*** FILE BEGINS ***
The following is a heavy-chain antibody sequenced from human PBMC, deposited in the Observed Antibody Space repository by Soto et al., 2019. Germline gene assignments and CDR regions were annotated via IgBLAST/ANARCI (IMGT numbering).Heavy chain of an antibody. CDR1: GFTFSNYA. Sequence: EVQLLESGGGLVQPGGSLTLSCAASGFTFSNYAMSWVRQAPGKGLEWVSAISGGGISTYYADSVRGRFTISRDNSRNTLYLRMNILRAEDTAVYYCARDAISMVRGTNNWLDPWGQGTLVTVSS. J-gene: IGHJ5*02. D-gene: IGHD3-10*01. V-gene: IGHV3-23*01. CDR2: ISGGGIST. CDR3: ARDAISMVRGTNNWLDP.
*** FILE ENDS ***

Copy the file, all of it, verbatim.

The following is a heavy-chain antibody sequenced from human PBMC, deposited in the Observed Antibody Space repository by Soto et al., 2019. Germline gene assignments and CDR regions were annotated via IgBLAST/ANARCI (IMGT numbering).Heavy chain of an antibody. CDR1: GFTFSNYA. Sequence: EVQLLESGGGLVQPGGSLTLSCAASGFTFSNYAMSWVRQAPGKGLEWVSAISGGGISTYYADSVRGRFTISRDNSRNTLYLRMNILRAEDTAVYYCARDAISMVRGTNNWLDPWGQGTLVTVSS. J-gene: IGHJ5*02. D-gene: IGHD3-10*01. V-gene: IGHV3-23*01. CDR2: ISGGGIST. CDR3: ARDAISMVRGTNNWLDP.